Spain’s government wants to repeal need for parental consent for abortion
The Spanish Equality Minister said Wednesday it is “more than necessary” to repeal a law that requires parental consent for children aged 16 and 17 who want to procure an abortion.
Irene Montero said Oct. 7 in the Council of Ministers that “we demand, like so many [abortion advocates] from all corners of the world, the right of all women to decide about their bodies and we demand a freely decided motherhood and above all a full and free sexual life.”
The minority coalition government, formed by the Spanish Socialist Workers’ Party and Unidas Podemos, also intends to promote sexual education and a right to the “newest forms” of contraception.
Abortion has been legal in Spain since 1985. The current abortion law, mandating parental consent for girls aged 16 and 17 to procure an abortion, was was adopted in 2015 when the People’s Party was in power. The People’s Party is now the largest group in the opposition.
Women in Spain can get state-paid abortion on demand during the first 14 weeks of pregnancy, up to 22 weeks in cases of serious health risks to the mother or baby, and for all nine months if the fetus has anomalies incompatible with life, or an extremely serious and incurable disease.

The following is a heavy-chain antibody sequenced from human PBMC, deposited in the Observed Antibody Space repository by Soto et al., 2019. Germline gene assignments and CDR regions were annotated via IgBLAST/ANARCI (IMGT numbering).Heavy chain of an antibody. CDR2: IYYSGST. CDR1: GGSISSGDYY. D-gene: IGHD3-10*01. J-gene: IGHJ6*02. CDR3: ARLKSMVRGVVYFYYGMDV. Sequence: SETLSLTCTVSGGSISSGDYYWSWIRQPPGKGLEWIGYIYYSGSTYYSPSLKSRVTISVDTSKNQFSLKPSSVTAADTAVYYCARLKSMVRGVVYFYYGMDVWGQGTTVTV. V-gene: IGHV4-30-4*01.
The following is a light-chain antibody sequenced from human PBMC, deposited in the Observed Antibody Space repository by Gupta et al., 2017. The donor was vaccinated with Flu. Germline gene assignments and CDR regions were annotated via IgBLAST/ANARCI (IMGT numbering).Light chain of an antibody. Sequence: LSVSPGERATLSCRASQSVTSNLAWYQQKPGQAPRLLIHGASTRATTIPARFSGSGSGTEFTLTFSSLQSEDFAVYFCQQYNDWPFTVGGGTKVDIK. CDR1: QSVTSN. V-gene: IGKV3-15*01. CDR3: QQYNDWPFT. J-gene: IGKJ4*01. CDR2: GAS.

According to the latest data from the Ministry of Health, during 2018 there were 95,917 abortions performed in Spain; 310 on girls under 15 years of age, and 9,518 on girls 15 to 19.
In the US, most states require minors to obtain parental consent before procuring an abortion.
Such a law was adopted in Florida in June. The state’s bishops commented that “this common-sense measure simply holds abortion to the same consent requirements as most every other medical decision involving a child, including simple interventions such as taking an aspirin or getting ears pierced.”
“As Catholics, we condemn abortion as a grave injustice that denies the fundamental human right to life. However, as long as abortion is legal, we support measures such as parental consent that will reduce the grave harm it inflicts,” they added.